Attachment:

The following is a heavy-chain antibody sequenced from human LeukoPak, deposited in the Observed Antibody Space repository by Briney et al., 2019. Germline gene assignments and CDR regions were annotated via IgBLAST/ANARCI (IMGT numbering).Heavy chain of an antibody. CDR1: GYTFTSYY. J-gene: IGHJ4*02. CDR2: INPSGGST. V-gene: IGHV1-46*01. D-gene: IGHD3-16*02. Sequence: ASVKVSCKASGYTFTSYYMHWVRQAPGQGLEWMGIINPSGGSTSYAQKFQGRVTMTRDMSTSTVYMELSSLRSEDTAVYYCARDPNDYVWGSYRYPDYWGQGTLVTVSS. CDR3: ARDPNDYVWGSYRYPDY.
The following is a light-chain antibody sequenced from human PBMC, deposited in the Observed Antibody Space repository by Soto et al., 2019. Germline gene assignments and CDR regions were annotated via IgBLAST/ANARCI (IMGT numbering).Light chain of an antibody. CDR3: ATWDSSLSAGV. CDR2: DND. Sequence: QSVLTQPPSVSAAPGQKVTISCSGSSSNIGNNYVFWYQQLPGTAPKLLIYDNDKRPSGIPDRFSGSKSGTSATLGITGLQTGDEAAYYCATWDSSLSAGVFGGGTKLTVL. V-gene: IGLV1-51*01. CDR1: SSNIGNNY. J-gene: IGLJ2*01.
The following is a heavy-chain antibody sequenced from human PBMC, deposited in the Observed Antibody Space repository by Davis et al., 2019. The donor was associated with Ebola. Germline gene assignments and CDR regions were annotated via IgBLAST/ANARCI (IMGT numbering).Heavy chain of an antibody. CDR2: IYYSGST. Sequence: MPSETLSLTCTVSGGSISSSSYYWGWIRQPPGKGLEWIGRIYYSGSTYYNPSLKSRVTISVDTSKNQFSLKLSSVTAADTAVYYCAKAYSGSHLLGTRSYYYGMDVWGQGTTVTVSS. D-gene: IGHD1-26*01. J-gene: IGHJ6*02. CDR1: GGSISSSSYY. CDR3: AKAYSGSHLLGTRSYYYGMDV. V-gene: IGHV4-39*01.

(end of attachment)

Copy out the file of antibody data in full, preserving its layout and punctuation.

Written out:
The following is a heavy-chain antibody sequenced from human LeukoPak, deposited in the Observed Antibody Space repository by Briney et al., 2019. Germline gene assignments and CDR regions were annotated via IgBLAST/ANARCI (IMGT numbering).Heavy chain of an antibody. CDR1: GYTFTSYY. J-gene: IGHJ4*02. CDR2: INPSGGST. V-gene: IGHV1-46*01. D-gene: IGHD3-16*02. Sequence: ASVKVSCKASGYTFTSYYMHWVRQAPGQGLEWMGIINPSGGSTSYAQKFQGRVTMTRDMSTSTVYMELSSLRSEDTAVYYCARDPNDYVWGSYRYPDYWGQGTLVTVSS. CDR3: ARDPNDYVWGSYRYPDY.
The following is a light-chain antibody sequenced from human PBMC, deposited in the Observed Antibody Space repository by Soto et al., 2019. Germline gene assignments and CDR regions were annotated via IgBLAST/ANARCI (IMGT numbering).Light chain of an antibody. CDR3: ATWDSSLSAGV. CDR2: DND. Sequence: QSVLTQPPSVSAAPGQKVTISCSGSSSNIGNNYVFWYQQLPGTAPKLLIYDNDKRPSGIPDRFSGSKSGTSATLGITGLQTGDEAAYYCATWDSSLSAGVFGGGTKLTVL. V-gene: IGLV1-51*01. CDR1: SSNIGNNY. J-gene: IGLJ2*01.
The following is a heavy-chain antibody sequenced from human PBMC, deposited in the Observed Antibody Space repository by Davis et al., 2019. The donor was associated with Ebola. Germline gene assignments and CDR regions were annotated via IgBLAST/ANARCI (IMGT numbering).Heavy chain of an antibody. CDR2: IYYSGST. Sequence: MPSETLSLTCTVSGGSISSSSYYWGWIRQPPGKGLEWIGRIYYSGSTYYNPSLKSRVTISVDTSKNQFSLKLSSVTAADTAVYYCAKAYSGSHLLGTRSYYYGMDVWGQGTTVTVSS. D-gene: IGHD1-26*01. J-gene: IGHJ6*02. CDR1: GGSISSSSYY. CDR3: AKAYSGSHLLGTRSYYYGMDV. V-gene: IGHV4-39*01.